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How often does Tennessee get cited nationally for producing great academic gains for its children? Almost never, about the same number of times Washington, D.C., gets touted for its superior academic results.

And yet both Tennessee and D.C. stood out Thursday for making the fastest education gains as the results from the "nation's report card," the respected National Assessment of Educational Progress (NAEP), were released today.

Imagine that.

It's hard to say which location has the most checkered education history. Only a few years ago Tennessee got "outed" for setting embarrassingly low education standards. Tennessee students were acing their state tests but failing the far-tougher NAEP. Washington D.C. has long been known as the worst urban school district in the country.

The education leaders in both places are regularly pilloried for the reforms they undertook. In Tennessee, a third of the district school superintendents along with the teachers unions in Memphis and Nashville just signed no-confidence letters condemning State Education Commissioner Kevin Huffman. Their message to the governor: Rein him in!

The Washington reforms are famously controversial, designed by former chancellor Michelle Rhee (Huffman's ex-wife), who was forced from office in part because of the political turmoil created by those school changes. Current Chancellor Kaya Henderson was able to preserve and improve those reforms partly because she is considerably less inflammatory than Rhee.

How can this progress in Tennessee and D.C. be explained? In truth, it's not a mystery. I've seen similar progress while visiting other successful schools. There are three reasons behind the improvements.

It all starts with setting higher education standards. Tennessee did that in 2009. D.C. did that even earlier when it adopted the highly admired Massachusetts education standards. And both Tennessee and D.C. moved quickly to adopt the more rigorous common core standards.

Then, you mix in a strong dose of real-world employee evaluation, something common in the private sector but until recently mostly unknown in schools. In Tennessee, for example, a teacher could go ten years between evaluations. That changed dramatically in 2011 when Tennessee became one of the nation's earliest adopters of professional teacher evaluations. It's not just that the evaluations are tied to how much students learn; it's that they involve actual feedback to teachers based on what great instruction looks like.

In Washington, D.C., teachers routinely won rave reviews despite abysmal outcomes by their students — a contradiction routinely explained away by poverty (despite higher-poverty school districts with better outcomes). That changed dramatically with its groundbreaking 2009 IMPACT teacher evaluation. At the time, national union leaders dubbed it outrageous. Last month, a national study dubbed it effective. Overall, the better teachers stayed and tried harder, encouraged by the prospect of being rewarded. The "minimally effective" teachers tended to look for other lines of work.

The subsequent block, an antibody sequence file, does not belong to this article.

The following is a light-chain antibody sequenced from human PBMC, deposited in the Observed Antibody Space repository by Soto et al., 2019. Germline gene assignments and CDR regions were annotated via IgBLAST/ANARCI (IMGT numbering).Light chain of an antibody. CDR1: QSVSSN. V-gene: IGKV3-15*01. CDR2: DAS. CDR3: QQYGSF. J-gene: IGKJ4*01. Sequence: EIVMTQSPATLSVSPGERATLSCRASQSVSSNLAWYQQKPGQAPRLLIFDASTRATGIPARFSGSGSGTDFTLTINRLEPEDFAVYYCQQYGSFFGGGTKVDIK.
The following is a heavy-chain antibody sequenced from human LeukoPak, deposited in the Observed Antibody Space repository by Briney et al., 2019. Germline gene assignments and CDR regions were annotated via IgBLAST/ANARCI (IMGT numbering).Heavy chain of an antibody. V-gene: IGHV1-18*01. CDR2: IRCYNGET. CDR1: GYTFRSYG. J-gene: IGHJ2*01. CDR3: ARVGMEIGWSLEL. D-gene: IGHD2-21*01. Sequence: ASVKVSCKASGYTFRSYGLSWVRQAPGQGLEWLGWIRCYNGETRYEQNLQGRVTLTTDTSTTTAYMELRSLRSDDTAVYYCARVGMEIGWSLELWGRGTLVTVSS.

These test score results include charter school students, a compelling part of the story. In Washington, charter students make up nearly half of all the students and are turning in academic improvements at rates that outstrip the traditional district. I'm not surprised.

My recent reporting trips to cities using high performing charter groups signals the most promising school improvement strategies I've ever come across. In Washington, for example, traditional schools are adopting many charter-proven successful strategies. That's not stealing; that's what is supposed to happen. And you can see far more of it in Memphis, Houston, Denver, San Jose and other cities.

Good things can happen in the nation's schools, but those success stories are fragile as pushback forces such as the skittish Tennessee school superintendents demand a return to the more comfortable ways of the past, ways that left at least half their students, the neediest, with educations of insufficient low wattage to even qualify them for community college study.

That's why the education lessons learned from the losers of yesterday, Tennessee and Washington, are so compelling. You will face pushback. You will get accused of pushing too hard. You may get accused of cheating. But education leaders who hold firm with the right reforms will see results.

Richard Whitmire, a former USA Today editorial writer, is finishing On the Rocketship, a book about high performing charter schools.

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